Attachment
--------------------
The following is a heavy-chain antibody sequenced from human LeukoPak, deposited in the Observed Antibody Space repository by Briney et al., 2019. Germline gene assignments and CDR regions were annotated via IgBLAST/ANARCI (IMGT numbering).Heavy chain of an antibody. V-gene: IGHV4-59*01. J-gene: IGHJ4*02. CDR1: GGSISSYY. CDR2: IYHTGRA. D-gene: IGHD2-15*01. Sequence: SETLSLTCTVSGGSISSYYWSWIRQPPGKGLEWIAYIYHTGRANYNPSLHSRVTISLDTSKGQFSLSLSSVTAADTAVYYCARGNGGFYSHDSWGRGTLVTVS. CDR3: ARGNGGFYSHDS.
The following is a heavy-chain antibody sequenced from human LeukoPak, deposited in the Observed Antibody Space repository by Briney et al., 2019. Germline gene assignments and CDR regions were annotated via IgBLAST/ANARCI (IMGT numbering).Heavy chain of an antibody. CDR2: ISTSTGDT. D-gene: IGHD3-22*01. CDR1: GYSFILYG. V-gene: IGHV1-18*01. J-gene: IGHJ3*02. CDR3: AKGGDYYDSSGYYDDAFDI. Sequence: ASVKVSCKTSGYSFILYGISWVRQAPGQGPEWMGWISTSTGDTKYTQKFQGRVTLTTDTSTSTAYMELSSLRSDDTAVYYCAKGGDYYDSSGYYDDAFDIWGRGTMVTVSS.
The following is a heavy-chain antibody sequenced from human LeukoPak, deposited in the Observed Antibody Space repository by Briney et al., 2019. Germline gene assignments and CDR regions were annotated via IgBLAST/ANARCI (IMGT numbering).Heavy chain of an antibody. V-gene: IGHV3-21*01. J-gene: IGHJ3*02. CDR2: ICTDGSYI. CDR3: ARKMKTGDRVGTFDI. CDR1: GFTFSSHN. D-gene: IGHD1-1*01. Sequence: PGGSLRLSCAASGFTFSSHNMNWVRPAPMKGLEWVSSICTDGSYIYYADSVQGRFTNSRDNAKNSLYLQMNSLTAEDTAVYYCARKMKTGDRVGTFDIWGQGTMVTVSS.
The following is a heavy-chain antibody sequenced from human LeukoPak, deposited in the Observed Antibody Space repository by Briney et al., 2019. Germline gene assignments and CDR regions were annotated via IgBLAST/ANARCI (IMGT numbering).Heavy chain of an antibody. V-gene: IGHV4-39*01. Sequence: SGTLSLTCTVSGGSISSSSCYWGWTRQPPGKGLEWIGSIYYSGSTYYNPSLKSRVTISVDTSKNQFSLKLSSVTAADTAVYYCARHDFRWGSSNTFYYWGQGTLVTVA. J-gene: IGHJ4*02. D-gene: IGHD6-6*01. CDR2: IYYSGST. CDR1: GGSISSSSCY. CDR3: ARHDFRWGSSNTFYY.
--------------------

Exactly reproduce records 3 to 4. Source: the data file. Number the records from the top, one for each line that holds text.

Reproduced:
The following is a heavy-chain antibody sequenced from human LeukoPak, deposited in the Observed Antibody Space repository by Briney et al., 2019. Germline gene assignments and CDR regions were annotated via IgBLAST/ANARCI (IMGT numbering).Heavy chain of an antibody. V-gene: IGHV3-21*01. J-gene: IGHJ3*02. CDR2: ICTDGSYI. CDR3: ARKMKTGDRVGTFDI. CDR1: GFTFSSHN. D-gene: IGHD1-1*01. Sequence: PGGSLRLSCAASGFTFSSHNMNWVRPAPMKGLEWVSSICTDGSYIYYADSVQGRFTNSRDNAKNSLYLQMNSLTAEDTAVYYCARKMKTGDRVGTFDIWGQGTMVTVSS.
The following is a heavy-chain antibody sequenced from human LeukoPak, deposited in the Observed Antibody Space repository by Briney et al., 2019. Germline gene assignments and CDR regions were annotated via IgBLAST/ANARCI (IMGT numbering).Heavy chain of an antibody. V-gene: IGHV4-39*01. Sequence: SGTLSLTCTVSGGSISSSSCYWGWTRQPPGKGLEWIGSIYYSGSTYYNPSLKSRVTISVDTSKNQFSLKLSSVTAADTAVYYCARHDFRWGSSNTFYYWGQGTLVTVA. J-gene: IGHJ4*02. D-gene: IGHD6-6*01. CDR2: IYYSGST. CDR1: GGSISSSSCY. CDR3: ARHDFRWGSSNTFYY.